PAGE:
French cabalist; flourished in the twelfth and thirteenth centuries. Isaac is considered the founder of the Cabala; or, rather, he transmuted the mysticism of the Geonim into the present form of the Cabala. He is therefore called by Baḥya b. Asher "Father of the Cabala" (Commentary on the Pentateuch, section Wayishlaḥ). Joseph Gikatilla (Commentary to the Pesaḥ Haggadah), speaking of the "Ma- 'aseh Merkabah," says that cabalistic science was handed down from Mount Sinai from person to person until it reached Isaac the Blind. Other cabalists, like Shem-Ṭob ibn Gaon, Isaac of Acre, and Recanati, expressed themselves similarly. Among Isaac's pupils was Azriel (Ezra) ben Menahem of Gerona. It was Isaac who gave names to the ten Sefirot, and who first adopted the idea of metempsychosis. Recanati (Commentary on the Pentateuch, section Wayesheb) declares that Isaac the Blind could tell whether a man's soul was new or old. He is generally supposed to have been the author of a commentary on the "Sefer Yeẓirah" (Neubauer, "Cat. Bodl. Hebr. MSS." No. 2456, 12). Later scholars attribute to him the authorship of the Bahir.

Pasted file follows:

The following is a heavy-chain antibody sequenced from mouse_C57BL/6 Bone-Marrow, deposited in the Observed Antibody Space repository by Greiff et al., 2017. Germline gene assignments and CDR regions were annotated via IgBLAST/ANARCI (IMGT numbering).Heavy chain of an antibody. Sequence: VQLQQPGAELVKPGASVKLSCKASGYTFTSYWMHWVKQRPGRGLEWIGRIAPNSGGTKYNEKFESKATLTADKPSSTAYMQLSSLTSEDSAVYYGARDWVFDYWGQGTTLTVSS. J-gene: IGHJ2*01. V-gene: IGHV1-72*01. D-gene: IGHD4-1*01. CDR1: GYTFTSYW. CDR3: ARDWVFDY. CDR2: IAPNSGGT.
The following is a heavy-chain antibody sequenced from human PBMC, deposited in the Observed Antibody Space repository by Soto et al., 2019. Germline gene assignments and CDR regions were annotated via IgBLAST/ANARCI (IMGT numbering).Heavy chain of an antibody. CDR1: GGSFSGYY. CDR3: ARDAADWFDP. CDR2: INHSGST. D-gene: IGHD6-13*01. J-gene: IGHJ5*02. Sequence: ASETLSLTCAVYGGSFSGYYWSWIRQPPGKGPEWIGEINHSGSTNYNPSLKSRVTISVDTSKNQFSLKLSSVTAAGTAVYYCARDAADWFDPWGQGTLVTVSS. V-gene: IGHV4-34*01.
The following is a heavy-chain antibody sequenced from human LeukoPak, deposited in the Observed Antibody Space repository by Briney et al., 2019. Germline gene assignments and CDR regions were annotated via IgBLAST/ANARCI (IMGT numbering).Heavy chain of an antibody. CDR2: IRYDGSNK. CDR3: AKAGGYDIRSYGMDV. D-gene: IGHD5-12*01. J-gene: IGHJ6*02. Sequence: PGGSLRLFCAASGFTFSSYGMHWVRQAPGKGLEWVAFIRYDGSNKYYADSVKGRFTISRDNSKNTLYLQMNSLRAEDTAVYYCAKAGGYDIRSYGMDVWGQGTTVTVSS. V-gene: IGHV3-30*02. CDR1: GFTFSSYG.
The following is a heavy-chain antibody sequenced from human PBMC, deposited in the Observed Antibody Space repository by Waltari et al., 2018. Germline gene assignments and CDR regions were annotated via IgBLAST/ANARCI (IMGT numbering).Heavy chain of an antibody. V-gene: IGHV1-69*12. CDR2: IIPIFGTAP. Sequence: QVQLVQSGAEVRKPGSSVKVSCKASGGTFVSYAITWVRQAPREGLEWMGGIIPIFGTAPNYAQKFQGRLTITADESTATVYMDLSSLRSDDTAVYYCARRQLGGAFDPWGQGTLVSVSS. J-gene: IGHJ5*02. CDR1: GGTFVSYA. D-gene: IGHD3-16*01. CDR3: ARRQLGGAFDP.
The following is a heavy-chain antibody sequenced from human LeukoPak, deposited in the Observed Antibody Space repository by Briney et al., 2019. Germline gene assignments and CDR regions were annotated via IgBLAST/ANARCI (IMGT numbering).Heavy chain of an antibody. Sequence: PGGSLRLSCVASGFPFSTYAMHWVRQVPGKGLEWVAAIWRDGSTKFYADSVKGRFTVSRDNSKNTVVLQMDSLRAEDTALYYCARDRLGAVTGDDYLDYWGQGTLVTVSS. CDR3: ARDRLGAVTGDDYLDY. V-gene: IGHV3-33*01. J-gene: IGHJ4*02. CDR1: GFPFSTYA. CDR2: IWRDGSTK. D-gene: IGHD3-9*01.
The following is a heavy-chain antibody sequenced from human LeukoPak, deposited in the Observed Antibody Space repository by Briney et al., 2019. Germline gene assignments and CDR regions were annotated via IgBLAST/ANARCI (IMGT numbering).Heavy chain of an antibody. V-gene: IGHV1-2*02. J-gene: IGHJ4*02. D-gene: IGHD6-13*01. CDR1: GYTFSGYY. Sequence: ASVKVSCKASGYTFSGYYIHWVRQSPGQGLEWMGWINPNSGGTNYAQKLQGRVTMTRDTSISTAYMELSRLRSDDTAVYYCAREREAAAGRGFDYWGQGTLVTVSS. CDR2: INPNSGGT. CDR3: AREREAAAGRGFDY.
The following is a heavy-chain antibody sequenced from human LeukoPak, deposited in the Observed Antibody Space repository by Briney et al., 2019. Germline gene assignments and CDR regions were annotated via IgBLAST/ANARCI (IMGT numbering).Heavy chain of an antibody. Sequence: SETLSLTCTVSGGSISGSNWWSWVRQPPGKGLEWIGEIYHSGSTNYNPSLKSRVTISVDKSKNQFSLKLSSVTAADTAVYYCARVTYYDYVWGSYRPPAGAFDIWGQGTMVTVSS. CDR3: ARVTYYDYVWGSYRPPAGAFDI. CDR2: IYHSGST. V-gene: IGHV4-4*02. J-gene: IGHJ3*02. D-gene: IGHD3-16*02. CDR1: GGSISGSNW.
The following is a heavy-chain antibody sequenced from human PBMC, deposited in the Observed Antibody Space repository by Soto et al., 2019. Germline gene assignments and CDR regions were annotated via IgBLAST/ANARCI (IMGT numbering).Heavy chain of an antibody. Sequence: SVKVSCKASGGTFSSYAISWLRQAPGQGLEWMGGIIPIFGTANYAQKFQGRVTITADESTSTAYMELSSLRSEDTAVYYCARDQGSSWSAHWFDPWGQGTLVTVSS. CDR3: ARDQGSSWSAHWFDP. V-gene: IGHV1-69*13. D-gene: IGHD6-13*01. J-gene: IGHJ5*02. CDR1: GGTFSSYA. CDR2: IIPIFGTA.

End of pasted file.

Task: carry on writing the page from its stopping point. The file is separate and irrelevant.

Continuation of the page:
• Grätz, Gesch. 3d ed., vii. 60 and note 3;
  • Jellinek, Auswahl Kabbalistischer Mystik, i. 24;
  • Landauer, in Orient, Lit. vi. 215;
  • Gross, Gallia Judaica, p. 450.
K. M. Sel.
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